Cure for ticks? White-tailed deer blood can kill Lyme disease-causing bacteria

AMHERST, Mass. — Ticks may be small, but they can cause big health problems in the form of Lyme disease. Now, just in time for tick season, a promising new lead in the fight against Lyme is emerging. Scientists at the University of Massachusetts Amherst-based New England Center of Excellence in Vector-Borne Diseases (NEWVEC) have successfully demonstrated that the blood of the white-tailed deer kills the corkscrew-shaped bacterium that causes the illness.

The most common vector-borne disease in the United States, Lyme disease infects humans through the bites of black-legged ticks. Initially, an infection typically causes symptoms such as fever and fatigue, but Lyme disease can spread throughout the body to the heart and nervous system if left untreated. According to the CDC, doctors diagnose roughly 476,000 people with Lyme disease each year.

Deer are vitally important to the survival of deer ticks, but they are not involved with transmitting the Lyme bacteria, Borrelia burgdorferi,” explains senior author Stephen Rich, professor of microbiology, in a university release. “We’ve known for some time that ticks taken from white-tailed deer are not infected, and we speculated that something about the deer prevented those ticks from becoming infected. But until publication of our paper, no one had done the experiment to show that deer blood – specifically the serum component of white-tailed deer blood – kills Lyme.”

These remarkable findings may one day help produce new strategies and approaches for Lyme disease prevention and treatment, says lead study author Patrick Pearson, a Ph.D. student in NEWVEC.

“In these experiments we determined that white-tailed deer serum kills the Lyme bacterium. The next important question will be to understand exactly how deer blood kills Lyme bacteria,” Pearson explains.

Humans are an ‘accidental host’ for ticks

This project is just one aspect of NEWVEC, which received $10 million in funding from the CDC last year to prevent and reduce tick and mosquito-borne diseases in the New England area. NEWVEC intends to bring together multiple academic communities, public health practitioners, residents, and visitors across the Northeast, a location where Lyme infections tend to be more common.

The Lyme disease bacterium passes to juvenile blacklegged (Ixodes scapularis) deer ticks through the mice the arthropods feed on. Those infected ticks go on to pass the bacterium to humans when they feed on people.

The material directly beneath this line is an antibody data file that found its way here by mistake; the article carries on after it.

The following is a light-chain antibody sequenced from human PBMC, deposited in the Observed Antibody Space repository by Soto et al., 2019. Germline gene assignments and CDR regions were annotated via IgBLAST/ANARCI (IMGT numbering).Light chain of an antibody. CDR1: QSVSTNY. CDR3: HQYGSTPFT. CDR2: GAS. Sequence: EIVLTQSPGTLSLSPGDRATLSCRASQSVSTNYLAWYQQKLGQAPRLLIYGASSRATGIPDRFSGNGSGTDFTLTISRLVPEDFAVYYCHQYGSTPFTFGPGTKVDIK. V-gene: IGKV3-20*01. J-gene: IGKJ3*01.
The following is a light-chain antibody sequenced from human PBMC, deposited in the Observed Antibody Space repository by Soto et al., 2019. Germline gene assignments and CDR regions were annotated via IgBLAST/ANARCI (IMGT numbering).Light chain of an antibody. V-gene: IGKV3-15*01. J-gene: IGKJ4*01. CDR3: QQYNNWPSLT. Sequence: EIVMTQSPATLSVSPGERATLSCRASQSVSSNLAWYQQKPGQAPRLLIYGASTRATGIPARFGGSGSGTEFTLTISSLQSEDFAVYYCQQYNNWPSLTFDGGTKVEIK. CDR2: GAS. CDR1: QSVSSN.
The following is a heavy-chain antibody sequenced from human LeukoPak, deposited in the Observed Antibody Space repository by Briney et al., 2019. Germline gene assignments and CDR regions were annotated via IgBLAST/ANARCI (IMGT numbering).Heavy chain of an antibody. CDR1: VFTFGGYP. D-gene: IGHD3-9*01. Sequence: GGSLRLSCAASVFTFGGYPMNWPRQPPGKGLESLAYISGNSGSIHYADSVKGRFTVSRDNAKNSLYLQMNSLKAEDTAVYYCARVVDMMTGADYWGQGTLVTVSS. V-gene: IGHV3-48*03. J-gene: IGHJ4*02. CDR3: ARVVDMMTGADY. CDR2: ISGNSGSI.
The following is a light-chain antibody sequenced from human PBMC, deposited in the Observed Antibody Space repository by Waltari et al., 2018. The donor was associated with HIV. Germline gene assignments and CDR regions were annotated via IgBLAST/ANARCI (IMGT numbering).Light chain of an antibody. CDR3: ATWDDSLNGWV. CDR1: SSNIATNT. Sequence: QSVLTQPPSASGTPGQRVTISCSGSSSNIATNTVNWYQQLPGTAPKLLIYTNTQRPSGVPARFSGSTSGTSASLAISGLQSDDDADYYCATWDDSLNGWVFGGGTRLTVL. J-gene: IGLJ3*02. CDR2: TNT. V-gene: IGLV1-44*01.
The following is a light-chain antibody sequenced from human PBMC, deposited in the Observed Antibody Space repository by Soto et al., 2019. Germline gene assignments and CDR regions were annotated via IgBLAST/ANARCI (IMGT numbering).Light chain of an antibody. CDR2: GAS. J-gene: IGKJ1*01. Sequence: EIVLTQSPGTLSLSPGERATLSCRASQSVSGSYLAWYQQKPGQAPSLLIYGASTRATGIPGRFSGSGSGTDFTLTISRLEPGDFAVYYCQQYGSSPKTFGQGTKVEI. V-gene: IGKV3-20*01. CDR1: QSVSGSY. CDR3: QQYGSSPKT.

“We are the accidental host,” Prof. Rich adds. “The ticks that bite us are actually looking for a deer because that’s where they breed. Without the deer, you don’t have ticks. But if you had only deer, you wouldn’t have any Lyme.”

Tick Lyme Disease
(Credit: Erik Karits from Pexels)

Deer blood naturally kills the germ

To carry out this experiment, the research team obtained blood serum from a semi-captive white-tailed deer herd at Auburn University in Alabama. Study authors don’t believe these deer had any exposure to ticks and the bacteria responsible for Lyme disease. Next, they grew the Lyme disease germ in test tubes and added the deer serum.

“And lo and behold, it killed the bacteria,” Prof. Rich notes. “Whatever it is in the deer that’s killing the germ is part of the innate immune system, a part of the immune system that precedes antibodies.”

“The Lyme bacterium has proteins on its surface that protect it from the human innate immune system. Deer blood is somehow different such that Lyme bacteria are apparently unable to protect themselves from the innate immune system of white-tailed deer,” Pearson comments.

Moving forward, researchers say the next logical step is to determine the precise mechanisms in deer blood that kill the bacteria.

“We’d like to determine if it’s something we can induce in humans,” Prof. Rich concludes. “Or maybe we could use this somehow to our advantage to reduce the incidence of Lyme disease in the wild.”

The study is published in the journal Vector-Borne and Zoonotic Diseases.

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John Anderer

Born blue in the face, John has been writing professionally for over a decade and covering the latest scientific research for StudyFinds since 2019. His work has been featured by Business Insider, Eat This Not That!, MSN, Ladders, and Yahoo!

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